JULY 30 — A lawyer representing a litigant in court (counsel) has three main duties.

The first is the duty to the court. This duty means that a counsel must assist the court in the expeditious, just and economical administration of justice by the court which encompasses the compliance with all directions given by the court unless there is good reason shown.

This duty is embodied in rule 12 of the Legal Profession (Practice and Etiquette) Rules 1978 (Practice and Etiquette Rules) which states that an advocate and solicitor shall not conduct a civil case or make a defence which is intended merely to delay proceedings or to harass or injure the opposite party or to work oppression or wrong.

The second is the duty to the profession. It means that he must conduct himself in an appropriate manner when handling a case before the court so as to uphold the dignity and high standing of his profession.

This is provided in rule 31 of the Practice and Etiquette Rules.

The third duty is the duty a counsel owes to his client. It means that he must fearlessly uphold the interest of his client. In other words, he must present his client’s case in the best possible light before the court with all due courtesy to the court.

This is provided in rule 16 of the Practice and Etiquette Rules.

The Practice and Etiquette Rules provide for other duties of a counsel. Rule 24(b) states that a counsel may apply for postponement of a case fixed for hearing for good and cogent reasons only.

Rule 6(a) reminds counsel that he shall not accept any brief unless he is reasonably certain of being able to appear and represent his client on the required day. This duty was emphasised by High Court Judge Su Geok Yiam in Tan Sri Datuk Diong Hiew King @ Tiong Hiew King v Lau Swee Nguong @ Lau Sui Guang (2014).

In that case, the judge ruled that the new counsel who took over from the previous counsel had to make sure he was able to comply with the court’s directions for parties to file and exchange their witness statements on or before the concerned date. Otherwise, he ought not to have agreed to take over the brief.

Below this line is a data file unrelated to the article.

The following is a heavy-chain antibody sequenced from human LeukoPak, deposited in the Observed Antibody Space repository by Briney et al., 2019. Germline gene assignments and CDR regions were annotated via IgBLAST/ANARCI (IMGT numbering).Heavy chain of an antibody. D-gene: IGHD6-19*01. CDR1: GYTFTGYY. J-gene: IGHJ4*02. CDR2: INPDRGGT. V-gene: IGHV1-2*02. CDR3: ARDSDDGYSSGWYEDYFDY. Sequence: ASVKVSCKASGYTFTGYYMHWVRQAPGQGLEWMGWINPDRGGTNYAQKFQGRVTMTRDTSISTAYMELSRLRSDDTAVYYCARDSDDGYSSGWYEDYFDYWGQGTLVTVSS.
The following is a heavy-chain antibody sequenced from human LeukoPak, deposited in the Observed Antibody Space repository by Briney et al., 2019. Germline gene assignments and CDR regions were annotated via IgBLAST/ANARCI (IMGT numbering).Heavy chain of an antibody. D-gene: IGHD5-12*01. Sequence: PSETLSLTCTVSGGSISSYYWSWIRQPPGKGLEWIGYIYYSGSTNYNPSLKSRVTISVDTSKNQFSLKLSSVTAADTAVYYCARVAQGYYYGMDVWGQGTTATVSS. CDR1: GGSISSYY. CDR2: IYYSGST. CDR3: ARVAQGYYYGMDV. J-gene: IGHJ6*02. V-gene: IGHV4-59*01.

The judge construed rule 6(a) to mean an advocate and solicitor should not accept any brief unless he was able to comply with the directions given by the court with regard to pre-trial case management.

A counsel’s duty to the court is first and paramount. —  Picture by Hari Anggara
A counsel’s duty to the court is first and paramount. — Picture by Hari Anggara

Perhaps it is opportune to recall what High Court Judge Harun Hashim (as he then was) said in Public Prosecutor v Mohtar Bin Abdul Latiff (1980):

It will not be out of place here to remind all concerned of the Legal Profession (Practice & Etiquette) Rules, 1978 made under section 77 of the Legal Profession Act, 1976 which provides:

Rule 2: No advocate and solicitor is obliged to act as adviser or advocate for every person who may wish to become his client but the advocate and solicitor may accept any brief in the Courts in which he professes to practise at a proper professional fee dependent on the length and difficulty of the case: Provided that special circumstances may justify his refusal, at his discretion, to accept a particular brief.

Rule 6(a): An advocate and solicitor shall not accept any brief unless he is reasonably certain of being able to appear and represent the client on the required day.”

Rule 24: (a) An advocate and solicitor shall make every effort to be ready for trial on the day fixed. (b) An advocate and solicitor may apply for postponement of a case fixed for hearing for good and cogent reasons only.

Any advocate and solicitor who fails to comply with any rules made under this section may be liable to disciplinary proceedings — Section 77(3) of the Legal Profession Act 1976.

In that case, counsel had no good or cogent reasons to apply for postponement of the hearing. The hearing dates had been fixed well in advance to suit his convenience. He should not have accepted this brief or the other briefs which clashed with the trial dates of this case.

A counsel’s duty to the court is first and paramount.

It is to assist the court in the expeditious, just and economical administration of justice and this includes not to accept any brief unless he is reasonably certain of being able to appear and represent his client on the required day.

* This is the personal opinion of the writer or publication and does not necessarily represent the views of Malay Mail.